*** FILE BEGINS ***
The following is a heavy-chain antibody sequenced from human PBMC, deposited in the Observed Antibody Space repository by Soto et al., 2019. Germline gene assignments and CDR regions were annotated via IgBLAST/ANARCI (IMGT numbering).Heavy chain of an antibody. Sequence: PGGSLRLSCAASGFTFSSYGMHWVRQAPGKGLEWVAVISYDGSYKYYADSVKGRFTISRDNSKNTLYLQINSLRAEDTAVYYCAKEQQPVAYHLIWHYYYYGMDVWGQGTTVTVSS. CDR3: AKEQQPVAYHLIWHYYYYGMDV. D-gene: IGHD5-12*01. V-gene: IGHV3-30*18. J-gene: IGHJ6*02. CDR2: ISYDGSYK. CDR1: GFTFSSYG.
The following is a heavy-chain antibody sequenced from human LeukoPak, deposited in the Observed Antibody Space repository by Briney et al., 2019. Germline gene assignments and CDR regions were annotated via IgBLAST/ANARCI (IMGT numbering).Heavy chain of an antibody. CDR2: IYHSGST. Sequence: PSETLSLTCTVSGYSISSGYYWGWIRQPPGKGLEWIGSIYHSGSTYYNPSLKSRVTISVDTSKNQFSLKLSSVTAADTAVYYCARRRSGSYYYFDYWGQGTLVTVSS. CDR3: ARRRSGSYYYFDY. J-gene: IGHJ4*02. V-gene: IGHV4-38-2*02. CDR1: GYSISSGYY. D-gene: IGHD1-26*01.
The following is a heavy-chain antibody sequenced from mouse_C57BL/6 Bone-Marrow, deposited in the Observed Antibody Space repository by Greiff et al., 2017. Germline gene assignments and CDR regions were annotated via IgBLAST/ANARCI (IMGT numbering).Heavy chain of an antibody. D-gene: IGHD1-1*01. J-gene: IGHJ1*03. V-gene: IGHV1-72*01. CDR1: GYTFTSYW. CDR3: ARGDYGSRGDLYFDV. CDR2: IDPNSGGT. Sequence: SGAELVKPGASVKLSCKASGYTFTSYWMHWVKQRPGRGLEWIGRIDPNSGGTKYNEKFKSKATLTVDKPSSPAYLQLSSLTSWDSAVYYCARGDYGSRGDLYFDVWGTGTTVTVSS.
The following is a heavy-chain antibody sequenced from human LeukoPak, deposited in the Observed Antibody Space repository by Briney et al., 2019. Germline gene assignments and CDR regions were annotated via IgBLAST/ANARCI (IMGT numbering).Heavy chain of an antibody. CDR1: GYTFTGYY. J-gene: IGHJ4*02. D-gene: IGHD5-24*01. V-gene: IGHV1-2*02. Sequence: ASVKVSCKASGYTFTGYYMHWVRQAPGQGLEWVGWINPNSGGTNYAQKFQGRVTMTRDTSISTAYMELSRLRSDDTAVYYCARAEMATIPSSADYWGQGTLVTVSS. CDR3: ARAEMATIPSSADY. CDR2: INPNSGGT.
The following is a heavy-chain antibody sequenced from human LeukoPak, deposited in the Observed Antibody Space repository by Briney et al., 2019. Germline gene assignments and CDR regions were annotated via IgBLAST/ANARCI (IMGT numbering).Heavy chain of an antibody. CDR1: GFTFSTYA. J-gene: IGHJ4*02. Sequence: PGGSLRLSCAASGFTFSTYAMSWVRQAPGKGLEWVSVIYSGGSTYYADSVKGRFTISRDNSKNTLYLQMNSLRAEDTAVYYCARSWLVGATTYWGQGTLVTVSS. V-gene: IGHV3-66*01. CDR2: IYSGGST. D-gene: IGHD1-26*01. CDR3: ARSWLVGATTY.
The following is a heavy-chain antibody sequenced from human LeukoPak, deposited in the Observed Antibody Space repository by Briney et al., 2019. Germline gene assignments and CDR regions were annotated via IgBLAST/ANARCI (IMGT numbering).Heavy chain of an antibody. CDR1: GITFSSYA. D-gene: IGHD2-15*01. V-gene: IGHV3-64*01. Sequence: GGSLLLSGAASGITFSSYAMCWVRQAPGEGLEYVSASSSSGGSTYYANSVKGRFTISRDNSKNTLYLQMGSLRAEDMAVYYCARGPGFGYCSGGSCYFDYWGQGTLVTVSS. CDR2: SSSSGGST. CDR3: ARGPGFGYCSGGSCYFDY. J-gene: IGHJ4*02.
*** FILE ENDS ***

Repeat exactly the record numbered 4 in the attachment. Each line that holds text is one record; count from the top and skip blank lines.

The following is a heavy-chain antibody sequenced from human LeukoPak, deposited in the Observed Antibody Space repository by Briney et al., 2019. Germline gene assignments and CDR regions were annotated via IgBLAST/ANARCI (IMGT numbering).Heavy chain of an antibody. CDR1: GYTFTGYY. J-gene: IGHJ4*02. D-gene: IGHD5-24*01. V-gene: IGHV1-2*02. Sequence: ASVKVSCKASGYTFTGYYMHWVRQAPGQGLEWVGWINPNSGGTNYAQKFQGRVTMTRDTSISTAYMELSRLRSDDTAVYYCARAEMATIPSSADYWGQGTLVTVSS. CDR3: ARAEMATIPSSADY. CDR2: INPNSGGT.